Paula Deen: Child Of Dixie, Meet The Internet Age | WAMU 88.5 - American University Radio

NPR : News

Paula Deen: Child Of Dixie, Meet The Internet Age

Paula Deen may be famous for her deep-fried Southern cooking, but the Internet isn't buying her defense that she used a racial slur because of her deep Dixie roots.

News that Food Network star Deen admitted to using the N-word has set the Internet on fire, inspiring the Twitter hashtag #PaulasBestDishes. (Eater has rounded up some of the best and worst of the breed.) Among the sample fare:

  • "cobblers filled with "Strange" Fruit" (a reference to a racially loaded Billie Holiday song)
  • "Brie at last. Brie at last!"
  • "Paula Deen can teach you how to properly segregate the eggs whites from the colored yolk."
  • "We Shall Over-Crumb Cake"

Deen's admission that she used the epithet came during a deposition in a sexual and racial harassment lawsuit filed against her and her brother by a former employee. Trying to contain the controversy, Paula Deen Enterprises issued a statement Thursday that suggested Deen's use of the N-word occurred long ago — after all, she was born in Georgia in 1947, at a time when segregation was still the law of the land in the South. The company statement read in part:

"During a deposition where she swore to tell the truth, Ms. Deen recounted having used a racial epithet in the past, speaking largely about a time in American history which was quite different than today," the statement reads. "[Paula] was born 60 years ago when America's South had schools that were segregated, different bathrooms, different restaurants and Americans rode in different parts of the bus. This is not today."

For those of you just catching up with this story, when Deen was asked by an attorney whether she had used the N-word, she responded, according to the transcript, "Yes, of course. ... But that's just not a word that we use as time has gone on. Things have changed since the '60s in the South."

Her attorney Bill Franklin added in a statement that, contrary to media reports, Deen does not condone or find the use of racial epithets acceptable.

What the statements of Deen's representatives don't address, however, is the racial tone-deafness that Deen is alleged to have displayed in more recent years.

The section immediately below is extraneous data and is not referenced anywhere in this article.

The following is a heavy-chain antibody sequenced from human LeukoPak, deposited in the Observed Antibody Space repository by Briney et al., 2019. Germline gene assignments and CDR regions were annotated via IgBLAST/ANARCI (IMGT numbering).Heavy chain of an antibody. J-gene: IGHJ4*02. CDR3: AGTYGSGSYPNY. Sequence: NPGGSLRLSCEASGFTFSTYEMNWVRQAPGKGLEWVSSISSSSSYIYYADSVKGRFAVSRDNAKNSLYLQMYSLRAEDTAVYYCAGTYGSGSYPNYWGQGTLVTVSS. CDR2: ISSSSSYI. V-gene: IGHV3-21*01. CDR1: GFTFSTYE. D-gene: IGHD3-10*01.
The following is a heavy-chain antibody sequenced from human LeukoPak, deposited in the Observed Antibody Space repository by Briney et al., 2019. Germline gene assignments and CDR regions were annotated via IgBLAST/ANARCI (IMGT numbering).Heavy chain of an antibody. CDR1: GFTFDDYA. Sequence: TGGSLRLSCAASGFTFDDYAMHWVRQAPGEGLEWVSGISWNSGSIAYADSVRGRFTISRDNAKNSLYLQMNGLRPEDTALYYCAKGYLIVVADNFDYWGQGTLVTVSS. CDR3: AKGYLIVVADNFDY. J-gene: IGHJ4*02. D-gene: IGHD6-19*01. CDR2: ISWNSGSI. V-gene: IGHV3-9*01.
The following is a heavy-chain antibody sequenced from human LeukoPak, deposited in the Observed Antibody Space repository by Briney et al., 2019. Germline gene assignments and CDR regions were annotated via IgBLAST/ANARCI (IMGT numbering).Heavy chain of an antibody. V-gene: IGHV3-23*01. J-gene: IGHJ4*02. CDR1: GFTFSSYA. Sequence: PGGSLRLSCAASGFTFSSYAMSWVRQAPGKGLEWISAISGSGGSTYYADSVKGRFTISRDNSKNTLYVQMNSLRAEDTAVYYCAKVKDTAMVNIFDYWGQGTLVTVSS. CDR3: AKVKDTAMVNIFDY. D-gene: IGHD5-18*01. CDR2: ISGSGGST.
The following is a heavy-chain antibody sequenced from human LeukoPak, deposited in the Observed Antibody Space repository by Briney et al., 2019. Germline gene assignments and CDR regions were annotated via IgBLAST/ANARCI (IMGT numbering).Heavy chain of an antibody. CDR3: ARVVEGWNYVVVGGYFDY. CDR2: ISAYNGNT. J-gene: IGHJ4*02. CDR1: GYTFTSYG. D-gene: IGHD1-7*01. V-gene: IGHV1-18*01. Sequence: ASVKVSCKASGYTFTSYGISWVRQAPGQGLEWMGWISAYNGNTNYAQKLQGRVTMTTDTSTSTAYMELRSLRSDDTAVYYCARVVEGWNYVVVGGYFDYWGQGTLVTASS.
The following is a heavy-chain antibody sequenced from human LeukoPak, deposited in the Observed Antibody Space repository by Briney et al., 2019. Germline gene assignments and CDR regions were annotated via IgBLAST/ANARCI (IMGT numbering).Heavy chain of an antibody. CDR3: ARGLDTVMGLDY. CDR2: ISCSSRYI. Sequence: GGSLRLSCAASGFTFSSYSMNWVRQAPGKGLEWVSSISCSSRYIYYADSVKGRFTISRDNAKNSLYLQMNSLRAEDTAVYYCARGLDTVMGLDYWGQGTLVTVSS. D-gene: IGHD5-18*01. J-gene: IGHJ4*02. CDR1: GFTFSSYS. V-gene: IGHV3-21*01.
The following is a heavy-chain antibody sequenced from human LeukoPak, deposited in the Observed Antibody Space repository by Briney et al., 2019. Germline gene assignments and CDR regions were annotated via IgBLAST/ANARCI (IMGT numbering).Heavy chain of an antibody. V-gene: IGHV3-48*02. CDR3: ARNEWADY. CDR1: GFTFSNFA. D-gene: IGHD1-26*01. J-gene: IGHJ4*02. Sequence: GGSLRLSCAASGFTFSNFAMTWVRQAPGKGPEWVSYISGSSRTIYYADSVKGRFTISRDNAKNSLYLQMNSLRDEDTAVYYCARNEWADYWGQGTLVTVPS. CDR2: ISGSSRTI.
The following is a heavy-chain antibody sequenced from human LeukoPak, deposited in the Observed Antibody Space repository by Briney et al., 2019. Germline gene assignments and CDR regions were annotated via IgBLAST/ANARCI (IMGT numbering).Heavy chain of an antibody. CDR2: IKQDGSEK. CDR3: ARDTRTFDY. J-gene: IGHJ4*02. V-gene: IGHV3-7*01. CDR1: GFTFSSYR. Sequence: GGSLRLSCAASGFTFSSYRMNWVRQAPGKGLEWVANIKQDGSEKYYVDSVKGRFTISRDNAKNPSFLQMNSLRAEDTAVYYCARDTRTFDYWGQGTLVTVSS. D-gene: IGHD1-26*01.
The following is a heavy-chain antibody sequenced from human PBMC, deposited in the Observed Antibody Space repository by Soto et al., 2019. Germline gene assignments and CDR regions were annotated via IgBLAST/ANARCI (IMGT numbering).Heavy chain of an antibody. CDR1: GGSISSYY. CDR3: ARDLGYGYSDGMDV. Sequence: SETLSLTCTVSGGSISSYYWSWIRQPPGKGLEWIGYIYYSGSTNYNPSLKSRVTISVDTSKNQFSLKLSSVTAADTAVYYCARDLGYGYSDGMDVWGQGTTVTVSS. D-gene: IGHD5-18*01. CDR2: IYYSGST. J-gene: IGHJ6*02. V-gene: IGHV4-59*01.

According to the lawsuit, for her brother's wedding in 2007, Deen allegedly wanted a "true Southern plantation-style wedding" — including hiring middle-aged black men to serve as waiters in white jackets and black bow ties. As NPR's Kathy Lohr reports on All Things Considered, during her deposition, Deen said she admired the waiters' professionalism. But Deen denied a former employee's allegations that she used the N-word to describe these black waiters. That allegation probably inspired this #PaulasBestDishes tweet: "Old-timey black tuxedo cake, served by non-uppity black servants."

But is all this Paula punning and panning likely to crumble her buttery empire — which includes not just TV shows but also cookbooks, a magazine and several restaurants?

"I think anyone in good conscience will have to pause in thinking about supporting her company in light of this," says Tyrone Forman, a sociology professor at Emory University.

"She sells food and catering but also image," Forman told Lohr.

A spokeswoman for Food Network told NPR that the network will not tolerate any form of discrimination and is monitoring the situation.

Ultimately, Deen's fate may lie in the hands of fans, many of whom profess an emotional connection with the celebrity chef. As food anthropologist Christine DuBois told The Salt back in 2011, for some fans, Deen "becomes that wonderful neighbor or that grandma who's missing in our lives." But if Grandma says something racially insensitive, do you stop inviting her over for dinner?

Copyright 2013 NPR. To see more, visit

WAMU 88.5

Math Is Everywhere, But Especially On National Mall This Weekend

The first National Math Festival of its kind comes to the District Saturday, taking over the National Mall and Smithsonian museums.

How The Food Industry Relies On Scientists With Big Tobacco Ties

Critics of the system that ushers food products to market say it is rife with conflicts of interest. When scientists depend on food companies for work, they may be less likely to contest food safety.

On Links As In Life, D.C. Bipartisan Relations Are Deep In The Rough

Golf is a sport that's been enjoyed by both Democrats and Republicans through the decades, but bipartisan golf outings may be disappearing like a shanked tee shot into a water hazard.

What Does It Take To Feel Secure?

Computer security expert Bruce Schneier says there's a big difference between feeling secure and being secure. He explains why we worry about unlikely dangers while ignoring more probable risks.

Leave a Comment

Help keep the conversation civil. Please refer to our Terms of Use and Code of Conduct before posting your comments.